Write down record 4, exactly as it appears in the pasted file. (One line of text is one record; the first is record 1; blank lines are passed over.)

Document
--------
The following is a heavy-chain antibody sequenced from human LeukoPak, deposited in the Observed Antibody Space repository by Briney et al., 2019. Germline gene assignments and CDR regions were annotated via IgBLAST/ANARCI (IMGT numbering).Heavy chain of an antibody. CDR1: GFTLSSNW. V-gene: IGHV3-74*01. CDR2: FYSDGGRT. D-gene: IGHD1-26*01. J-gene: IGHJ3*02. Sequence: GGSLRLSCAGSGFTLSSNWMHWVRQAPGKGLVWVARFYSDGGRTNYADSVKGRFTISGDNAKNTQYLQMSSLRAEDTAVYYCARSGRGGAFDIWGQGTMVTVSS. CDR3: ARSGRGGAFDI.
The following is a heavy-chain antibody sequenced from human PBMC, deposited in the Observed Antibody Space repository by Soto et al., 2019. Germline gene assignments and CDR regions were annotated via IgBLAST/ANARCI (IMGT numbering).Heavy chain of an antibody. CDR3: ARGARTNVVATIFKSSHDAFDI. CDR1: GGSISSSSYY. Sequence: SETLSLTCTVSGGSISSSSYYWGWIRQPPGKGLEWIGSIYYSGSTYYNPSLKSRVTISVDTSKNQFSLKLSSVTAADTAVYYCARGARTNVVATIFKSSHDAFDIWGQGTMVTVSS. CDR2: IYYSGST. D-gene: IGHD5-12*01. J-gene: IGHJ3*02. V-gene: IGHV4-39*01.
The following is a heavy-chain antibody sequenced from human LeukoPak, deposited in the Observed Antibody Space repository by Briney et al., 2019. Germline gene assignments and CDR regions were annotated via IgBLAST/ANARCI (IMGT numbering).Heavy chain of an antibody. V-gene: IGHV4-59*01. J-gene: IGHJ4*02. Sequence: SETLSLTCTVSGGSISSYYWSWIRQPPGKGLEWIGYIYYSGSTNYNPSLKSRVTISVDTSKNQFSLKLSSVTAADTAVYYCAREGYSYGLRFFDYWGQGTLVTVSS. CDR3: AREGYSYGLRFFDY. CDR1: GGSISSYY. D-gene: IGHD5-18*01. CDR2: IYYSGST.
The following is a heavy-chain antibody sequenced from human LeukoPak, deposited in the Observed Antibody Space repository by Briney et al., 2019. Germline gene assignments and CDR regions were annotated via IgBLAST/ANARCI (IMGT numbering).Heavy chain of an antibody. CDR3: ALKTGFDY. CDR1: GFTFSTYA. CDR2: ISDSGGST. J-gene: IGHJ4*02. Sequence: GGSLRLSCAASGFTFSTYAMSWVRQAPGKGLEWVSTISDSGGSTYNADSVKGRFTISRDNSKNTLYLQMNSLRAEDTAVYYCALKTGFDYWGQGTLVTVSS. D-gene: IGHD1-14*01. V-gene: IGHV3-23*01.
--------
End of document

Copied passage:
The following is a heavy-chain antibody sequenced from human LeukoPak, deposited in the Observed Antibody Space repository by Briney et al., 2019. Germline gene assignments and CDR regions were annotated via IgBLAST/ANARCI (IMGT numbering).Heavy chain of an antibody. CDR3: ALKTGFDY. CDR1: GFTFSTYA. CDR2: ISDSGGST. J-gene: IGHJ4*02. Sequence: GGSLRLSCAASGFTFSTYAMSWVRQAPGKGLEWVSTISDSGGSTYNADSVKGRFTISRDNSKNTLYLQMNSLRAEDTAVYYCALKTGFDYWGQGTLVTVSS. D-gene: IGHD1-14*01. V-gene: IGHV3-23*01.